Professionals are equipped with the expertise and tools needed to efficiently clean and repair the reel.

Their experience ensures a thorough and effective restoration, minimizing the risk of errors that could arise from a DIY attempt. Sending the reel to a professional cleaning service often results in a more reliable and better-handled solution for a jammed spinning reel.

Reel won’t turn:  

When your spinning reel feels stiff and the handle becomes hard to turn, the common culprit is salt or sand that has found its way into the reel’s body, forming deposits on the gears and other internal components. This buildup can create resistance, making the reel difficult to operate smoothly.

Additionally, in certain instances, excessive grease on the gears or using the wrong type of grease or oil on internal parts can also lead to this problem. These issues cause friction and hinder the reel’s movement, resulting in stiffness and difficulty turning the handle.

Regular cleaning and proper lubrication using suitable grease or oil can help maintain smooth operation and prevent these problems in spinning reels.


To fix a stiff fishing reel, you’ll need to disassemble it and then clean and remove any accumulated dirt or debris from the internal parts.

This process also involves de-greasing these components. After cleaning, applying new grease and oil to the appropriate areas is crucial.

It’s essential to use lubricants explicitly designed for fishing reels, as using the wrong ones can affect the reel’s performance due to incorrect viscosity.

When done correctly, this maintenance routine will significantly improve the smoothness of your spinning reel. It can feel like a significant upgrade, enhancing its performance and making it operate much more smoothly when you use it again.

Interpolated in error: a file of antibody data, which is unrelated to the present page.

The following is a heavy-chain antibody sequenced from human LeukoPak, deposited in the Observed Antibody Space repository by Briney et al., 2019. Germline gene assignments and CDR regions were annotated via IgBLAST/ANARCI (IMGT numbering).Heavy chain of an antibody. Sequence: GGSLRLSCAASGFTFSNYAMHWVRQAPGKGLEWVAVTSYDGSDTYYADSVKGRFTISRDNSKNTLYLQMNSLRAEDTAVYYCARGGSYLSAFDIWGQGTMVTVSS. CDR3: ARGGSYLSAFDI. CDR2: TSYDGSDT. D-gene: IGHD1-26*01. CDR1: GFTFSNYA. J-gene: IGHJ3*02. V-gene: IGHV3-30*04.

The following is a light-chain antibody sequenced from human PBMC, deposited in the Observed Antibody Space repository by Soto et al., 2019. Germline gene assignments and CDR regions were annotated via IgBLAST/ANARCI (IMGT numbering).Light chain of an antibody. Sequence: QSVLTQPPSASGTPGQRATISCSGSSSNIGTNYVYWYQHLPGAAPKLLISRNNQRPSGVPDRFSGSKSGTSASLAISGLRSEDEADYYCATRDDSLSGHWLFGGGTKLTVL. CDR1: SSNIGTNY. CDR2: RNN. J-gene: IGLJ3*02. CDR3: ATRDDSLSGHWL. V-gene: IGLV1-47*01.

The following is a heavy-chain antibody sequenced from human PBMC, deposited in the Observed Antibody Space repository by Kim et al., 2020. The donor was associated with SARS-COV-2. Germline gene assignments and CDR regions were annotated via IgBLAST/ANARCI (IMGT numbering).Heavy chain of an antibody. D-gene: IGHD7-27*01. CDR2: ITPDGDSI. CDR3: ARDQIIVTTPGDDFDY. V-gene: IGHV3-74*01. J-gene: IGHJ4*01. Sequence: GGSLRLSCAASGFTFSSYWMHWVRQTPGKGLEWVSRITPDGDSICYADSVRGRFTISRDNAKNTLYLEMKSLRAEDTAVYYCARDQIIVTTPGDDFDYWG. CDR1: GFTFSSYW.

Reel won’t lock:

If your spinning reel keeps spinning backward, it’s often because the anti-reverse mechanism isn’t working as it should. This could be due to two reasons:

Firstly, the anti-reverse switch might be set to ‘off.’ This switch is typically found at the bottom or back of the reel and has two settings: ‘on’ and ‘off.’

When it’s set to ‘off,’ the reel can freely turn in both directions, which some anglers use to release line from the spool. To stop the handle from spinning backward, ensure that the anti-reverse switch is set to ‘on.’

However, if even with the switch set to ‘on,’ the handle still turns backward, it indicates that the anti-reverse mechanism might be broken. This issue often has two fixable causes.

Understanding and correctly setting the anti-reverse switch can prevent the handle from spinning backward. But if it’s set correctly and the handle still turns backward, it might be time to inspect and repair the anti-reverse mechanism to ensure proper functioning of your spinning reel.


A defective anti-reverse in a spinning reel often happens for two main reasons:

Firstly, it might be due to a broken or improperly connected spring that links the anti-reverse gear to the rotor. If the issue is a disconnection or breakage of this spring, it’s usually a simple fix to reconnect it properly.

The second common cause is the anti-reverse hammer getting stuck on the latching gear. To resolve this, the bushing inside the gear needs to be removed and reinserted using a suitable adhesive to prevent it from moving within the gear.